If I could do it all again, that’s what I would do.
As mentioned, rabbits are quite territorial but females tend to be very protective of their territory (must be the instinct to protect their nest) so I would get a male first, get it neutered, then take it to a rabbit shelter to get a female companion.
When they meet, it will be in neutral territory at the shelter. They’ll be introduced to several different bunnies but one at a time, to see which is the best match. When a match is found, they usually stay overnight at the shelter together for a couple of days just to make sure that they really do get on with each other, before you bring them both home.
When you bring them home, the male will be more easy going with welcoming the female into its home territory than the other way around which is why I suggest getting the male first.
We don’t regret getting the two we have though. Even though they’ve turned out to be more work having to do everything twice and buying 2 of everything and spending time separately with them, they are beautiful boys and it’s been a real pleasure getting to know them.
Paris is lovely and well behaved. He doesn’t bite anything or go anywhere unless he has permission (except when he’s planning his revenge on Rome). He will sit for ages and bunny purr when you pat him. Sometimes however, he’s so shy he won’t let you touch him at all so he rejects all your attention and spends a lot of time by himself just lying around in his hutch. He takes a lot of coaxing to stick around and would rather hide than play.
Rome is more outgoing so will always greet us for pats but with that personality also comes the need for a lot of attention. He is ultra curious and will test all boundaries by chewing, pushing, biting, scratching at, jumping over, through, under anything and everything. It is very entertaining but it also tests our boundaries and sometimes, we end up wanting to strangle him.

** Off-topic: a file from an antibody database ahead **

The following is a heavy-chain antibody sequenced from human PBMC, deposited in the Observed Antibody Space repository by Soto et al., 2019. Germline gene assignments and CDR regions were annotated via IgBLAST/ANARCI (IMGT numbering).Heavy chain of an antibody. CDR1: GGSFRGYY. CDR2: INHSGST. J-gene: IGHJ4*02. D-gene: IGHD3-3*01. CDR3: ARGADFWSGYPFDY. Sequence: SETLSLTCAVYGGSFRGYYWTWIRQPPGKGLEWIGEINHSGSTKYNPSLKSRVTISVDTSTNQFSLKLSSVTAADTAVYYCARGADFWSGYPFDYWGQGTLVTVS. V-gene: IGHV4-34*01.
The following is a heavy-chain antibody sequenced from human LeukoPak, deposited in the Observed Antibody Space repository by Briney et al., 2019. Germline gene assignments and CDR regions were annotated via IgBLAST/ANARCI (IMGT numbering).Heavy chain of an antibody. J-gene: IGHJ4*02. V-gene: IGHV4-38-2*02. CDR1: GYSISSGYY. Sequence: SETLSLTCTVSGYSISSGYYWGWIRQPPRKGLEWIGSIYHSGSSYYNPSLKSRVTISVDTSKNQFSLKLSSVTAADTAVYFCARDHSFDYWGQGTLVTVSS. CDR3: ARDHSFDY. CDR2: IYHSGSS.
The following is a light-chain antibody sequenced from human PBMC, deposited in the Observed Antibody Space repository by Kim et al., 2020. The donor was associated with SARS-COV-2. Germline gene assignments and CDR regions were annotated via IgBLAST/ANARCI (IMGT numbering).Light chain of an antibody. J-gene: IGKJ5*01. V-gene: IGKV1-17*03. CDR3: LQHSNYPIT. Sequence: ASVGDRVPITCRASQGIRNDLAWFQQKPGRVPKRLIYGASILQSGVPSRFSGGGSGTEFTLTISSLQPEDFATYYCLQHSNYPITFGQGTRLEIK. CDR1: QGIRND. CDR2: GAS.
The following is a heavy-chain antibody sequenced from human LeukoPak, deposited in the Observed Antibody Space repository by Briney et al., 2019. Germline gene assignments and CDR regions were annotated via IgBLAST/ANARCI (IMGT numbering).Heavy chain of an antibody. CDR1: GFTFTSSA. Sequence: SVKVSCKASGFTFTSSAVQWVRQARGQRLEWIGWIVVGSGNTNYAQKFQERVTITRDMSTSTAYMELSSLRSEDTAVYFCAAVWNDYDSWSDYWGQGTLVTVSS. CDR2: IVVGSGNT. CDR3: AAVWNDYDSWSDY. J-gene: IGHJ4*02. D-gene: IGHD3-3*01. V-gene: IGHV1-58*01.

They are polar opposites of each other which is why it’s so hard for them to get along but how are you to know this just by seeing them at the pet store cuddling side by side?
Now that we know their personalities, we’ve pretty much realised that you can’t force them to be together if they don’t like each other.
We’re also struggling with the decision to let one go and replace him with a female. How do you choose? They’re pretty much family now and both have good and bad qualities about them.
So instead of choosing between them, I dream that one day they can meet their life partners and I daydream that maybe if they had partners, they’d be kinder to each other and their partners would help dissipate any bad blood between them and they could all actually get along together.
That would however, mean having 4 rabbits… like I didn’t have enough work as it is!! For that we need a bigger place. Ahhh… nothing like kids/furbabies to get you taking on a larger mortgage hey? It’s either that or choosing between them!
Have you seen that clip where someone offers $100K for people’s dogs? Every single person said no. I feel like this is one of those decisions… hmmm I say I love them but how much do I really love them? LOL